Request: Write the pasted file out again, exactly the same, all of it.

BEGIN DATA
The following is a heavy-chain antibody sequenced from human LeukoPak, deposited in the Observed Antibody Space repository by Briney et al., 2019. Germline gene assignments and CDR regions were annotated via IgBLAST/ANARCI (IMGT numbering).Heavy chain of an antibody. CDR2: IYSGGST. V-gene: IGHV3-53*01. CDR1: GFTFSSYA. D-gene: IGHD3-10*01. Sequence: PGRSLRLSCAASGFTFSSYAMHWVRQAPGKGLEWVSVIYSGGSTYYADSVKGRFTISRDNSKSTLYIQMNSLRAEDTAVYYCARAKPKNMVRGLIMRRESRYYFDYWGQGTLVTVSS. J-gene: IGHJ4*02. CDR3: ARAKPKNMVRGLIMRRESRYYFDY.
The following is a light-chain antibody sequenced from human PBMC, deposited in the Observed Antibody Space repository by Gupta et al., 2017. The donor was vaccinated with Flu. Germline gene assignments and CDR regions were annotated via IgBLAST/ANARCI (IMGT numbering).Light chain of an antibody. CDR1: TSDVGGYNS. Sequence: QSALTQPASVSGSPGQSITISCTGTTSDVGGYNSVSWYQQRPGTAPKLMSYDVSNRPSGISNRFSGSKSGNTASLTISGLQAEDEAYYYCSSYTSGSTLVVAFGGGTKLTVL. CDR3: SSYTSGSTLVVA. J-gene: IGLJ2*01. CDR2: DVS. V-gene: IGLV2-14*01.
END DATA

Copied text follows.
The following is a heavy-chain antibody sequenced from human LeukoPak, deposited in the Observed Antibody Space repository by Briney et al., 2019. Germline gene assignments and CDR regions were annotated via IgBLAST/ANARCI (IMGT numbering).Heavy chain of an antibody. CDR2: IYSGGST. V-gene: IGHV3-53*01. CDR1: GFTFSSYA. D-gene: IGHD3-10*01. Sequence: PGRSLRLSCAASGFTFSSYAMHWVRQAPGKGLEWVSVIYSGGSTYYADSVKGRFTISRDNSKSTLYIQMNSLRAEDTAVYYCARAKPKNMVRGLIMRRESRYYFDYWGQGTLVTVSS. J-gene: IGHJ4*02. CDR3: ARAKPKNMVRGLIMRRESRYYFDY.
The following is a light-chain antibody sequenced from human PBMC, deposited in the Observed Antibody Space repository by Gupta et al., 2017. The donor was vaccinated with Flu. Germline gene assignments and CDR regions were annotated via IgBLAST/ANARCI (IMGT numbering).Light chain of an antibody. CDR1: TSDVGGYNS. Sequence: QSALTQPASVSGSPGQSITISCTGTTSDVGGYNSVSWYQQRPGTAPKLMSYDVSNRPSGISNRFSGSKSGNTASLTISGLQAEDEAYYYCSSYTSGSTLVVAFGGGTKLTVL. CDR3: SSYTSGSTLVVA. J-gene: IGLJ2*01. CDR2: DVS. V-gene: IGLV2-14*01.